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Regenerative Ag Alliance promotes stream health through agroforestry

By: Xime Trujillo Date: Jan 19, 2024

A few dozen enthusiastic students arrived at the School of Veterinary Medicine’s New Bolton Center campus in Kennett Square this fall, ready to transform a portion of the rural landscape. Their efforts set the stage for a more-sustainable farming model.

The Penn Regenerative Ag Alliance, one of the Environmental Innovations Initiative’s research communities, is embarking on this journey as part of a larger project recently funded by the William Penn Foundation. Crossing disciplinary silos, Alliance leader Thomas Parsons, director of Penn Vet’s Center for Stewardship Agriculture and Food Security, and Ellen Neises, executive director of Penn Praxis at the Weitzman School of Design, joined forces with a team from the Stroud Water Research Center. They used principles of agroforestry to design a land-use plan that aims to both protect the local watershed and breathe new life into fallow land by combining the planting of trees and shrubs with grazing of marginal farm ground. A major goal was to help improve the water quality and health of the White Clay Creek, as its headwaters reside on the New Bolton Center campus, but also develop new “win-win” models of animal agriculture that provide both economic benefits and ecological services.

Delaware River Basin Map
Map of the New Bolton Center and regional watersheds within the Delaware River Basin Map of regional watersheds within the Delaware River Basin (Image: Courtesy of Elliot Bullen)

Over the summer, Elliot Bullen, project manager, and two Penn Praxis fellows began a spatial analysis to assess suitable species for the landscape design of a 20-acre rotational grazing system for ruminants. The initial plant list focused on native tree and shrub species that might provide benefits such as food or shelter for animals. Penn Vet experts helped narrow the choices by eliminating species that might pose a risk to animals living within this agroforestry system. For instance, a honey locust tree will provide cows dappled shade in the warmer months and in the fall as pasture grasses become dormant, and drop pods that provide a supplemental food source to the animals. However, the team needed to find honey locust varieties that are thornless, as the more common thorned varieties could pose a challenge for operating farm equipment and to the cows themselves.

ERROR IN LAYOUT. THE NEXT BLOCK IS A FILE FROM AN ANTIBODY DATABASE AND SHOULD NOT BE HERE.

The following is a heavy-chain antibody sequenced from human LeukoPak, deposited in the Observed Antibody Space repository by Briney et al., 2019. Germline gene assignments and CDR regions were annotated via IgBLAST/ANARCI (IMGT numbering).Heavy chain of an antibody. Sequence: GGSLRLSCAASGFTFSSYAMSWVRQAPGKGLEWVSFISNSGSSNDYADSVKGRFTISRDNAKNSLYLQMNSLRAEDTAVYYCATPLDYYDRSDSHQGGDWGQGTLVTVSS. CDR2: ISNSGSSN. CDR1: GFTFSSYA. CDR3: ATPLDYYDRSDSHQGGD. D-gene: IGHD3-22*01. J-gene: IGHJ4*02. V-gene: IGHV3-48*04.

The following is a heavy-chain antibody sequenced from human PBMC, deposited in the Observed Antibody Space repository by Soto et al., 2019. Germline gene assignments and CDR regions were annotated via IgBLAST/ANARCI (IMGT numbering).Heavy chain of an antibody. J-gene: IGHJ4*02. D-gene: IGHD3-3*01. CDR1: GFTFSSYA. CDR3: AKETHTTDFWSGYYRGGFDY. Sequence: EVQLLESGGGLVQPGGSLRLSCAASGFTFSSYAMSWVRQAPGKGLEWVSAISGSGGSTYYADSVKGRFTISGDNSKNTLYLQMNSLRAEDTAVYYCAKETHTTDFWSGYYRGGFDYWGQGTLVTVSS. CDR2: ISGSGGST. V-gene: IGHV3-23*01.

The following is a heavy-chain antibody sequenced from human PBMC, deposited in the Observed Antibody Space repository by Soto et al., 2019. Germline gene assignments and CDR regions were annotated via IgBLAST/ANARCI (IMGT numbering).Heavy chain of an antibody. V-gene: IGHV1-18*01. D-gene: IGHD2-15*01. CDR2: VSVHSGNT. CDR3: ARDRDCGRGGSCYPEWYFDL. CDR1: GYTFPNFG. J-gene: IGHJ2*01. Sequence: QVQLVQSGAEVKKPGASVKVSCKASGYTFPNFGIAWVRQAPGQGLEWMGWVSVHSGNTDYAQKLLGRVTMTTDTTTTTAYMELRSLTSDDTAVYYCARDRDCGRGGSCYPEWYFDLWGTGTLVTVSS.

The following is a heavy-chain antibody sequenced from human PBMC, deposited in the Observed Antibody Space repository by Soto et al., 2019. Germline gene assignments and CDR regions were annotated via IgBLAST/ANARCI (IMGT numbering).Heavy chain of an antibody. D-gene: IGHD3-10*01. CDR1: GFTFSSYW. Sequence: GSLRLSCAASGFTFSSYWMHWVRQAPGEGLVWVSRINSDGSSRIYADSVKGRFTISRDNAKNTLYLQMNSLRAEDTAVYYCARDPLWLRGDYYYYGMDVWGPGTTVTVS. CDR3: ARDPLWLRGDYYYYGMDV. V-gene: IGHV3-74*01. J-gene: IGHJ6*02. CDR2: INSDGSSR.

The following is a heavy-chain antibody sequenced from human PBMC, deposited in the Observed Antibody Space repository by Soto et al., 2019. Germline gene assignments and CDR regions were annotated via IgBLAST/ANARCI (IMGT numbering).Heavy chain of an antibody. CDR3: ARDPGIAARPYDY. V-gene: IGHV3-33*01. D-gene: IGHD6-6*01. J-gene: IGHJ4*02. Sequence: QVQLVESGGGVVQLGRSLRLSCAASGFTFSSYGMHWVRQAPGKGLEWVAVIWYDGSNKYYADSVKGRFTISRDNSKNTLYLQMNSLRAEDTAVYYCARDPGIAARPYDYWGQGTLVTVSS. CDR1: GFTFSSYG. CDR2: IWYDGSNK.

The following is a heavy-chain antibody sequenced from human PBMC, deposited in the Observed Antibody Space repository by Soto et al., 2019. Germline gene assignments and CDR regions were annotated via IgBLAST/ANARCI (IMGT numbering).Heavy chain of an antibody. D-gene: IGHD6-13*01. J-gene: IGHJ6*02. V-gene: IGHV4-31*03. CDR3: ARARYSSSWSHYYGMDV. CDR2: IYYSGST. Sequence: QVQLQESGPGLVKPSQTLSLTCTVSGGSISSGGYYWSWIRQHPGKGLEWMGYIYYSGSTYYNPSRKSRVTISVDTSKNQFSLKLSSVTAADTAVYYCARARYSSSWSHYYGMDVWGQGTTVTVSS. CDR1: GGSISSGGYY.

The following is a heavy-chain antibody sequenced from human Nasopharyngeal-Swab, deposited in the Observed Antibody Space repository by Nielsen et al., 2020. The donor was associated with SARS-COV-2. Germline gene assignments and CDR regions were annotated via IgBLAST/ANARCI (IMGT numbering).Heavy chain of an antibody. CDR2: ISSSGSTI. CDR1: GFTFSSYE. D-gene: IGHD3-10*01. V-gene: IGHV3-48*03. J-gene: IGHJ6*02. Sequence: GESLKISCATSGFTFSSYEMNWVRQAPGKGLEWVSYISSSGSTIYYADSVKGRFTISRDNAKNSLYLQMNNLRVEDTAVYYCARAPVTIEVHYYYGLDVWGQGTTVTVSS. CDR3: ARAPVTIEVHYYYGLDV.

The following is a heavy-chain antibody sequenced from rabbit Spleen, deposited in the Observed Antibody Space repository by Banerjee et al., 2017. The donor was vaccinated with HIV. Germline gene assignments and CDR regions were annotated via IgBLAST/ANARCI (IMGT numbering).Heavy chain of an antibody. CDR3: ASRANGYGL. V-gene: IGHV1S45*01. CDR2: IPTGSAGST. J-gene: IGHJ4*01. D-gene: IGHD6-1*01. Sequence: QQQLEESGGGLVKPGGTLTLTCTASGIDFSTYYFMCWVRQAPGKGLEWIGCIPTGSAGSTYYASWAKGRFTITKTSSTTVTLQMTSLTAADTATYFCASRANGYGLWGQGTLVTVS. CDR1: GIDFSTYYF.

Agroforestry in Action

After the agroforestry design was complete, it was time for community engagement and implementation. A few dozen students and faculty volunteered to help during a full fall day, planting 250 trees in total. “One of the biggest logistical challenges was to get people from the city to NBC for the tree planting, about a one-hour drive from Philadelphia,” said Bullen. “We recruited lots of enthusiastic volunteers and students carpooled to the site.”

In the area nearest the stream, known as the riparian zone, volunteers planted 16 species that thrive in wet conditions. Among them, one-year-old sycamores, spicebush, and magnolias will mature enough in four to five years to meaningfully stabilize the streambanks and provide shade to cool the water.  Stroud Water Research Center staff Matt Ehrhart, Lamonte Garber, and Heather Titanich sourced plants and guided the implementation of the riparian buffer. In addition to providing shade to regulate water temperature and shelter crucial ecological processes, the network of roots in the riparian buffer reduce soil erosion and keep excess nutrients like nitrogen and phosphorous from reaching the stream.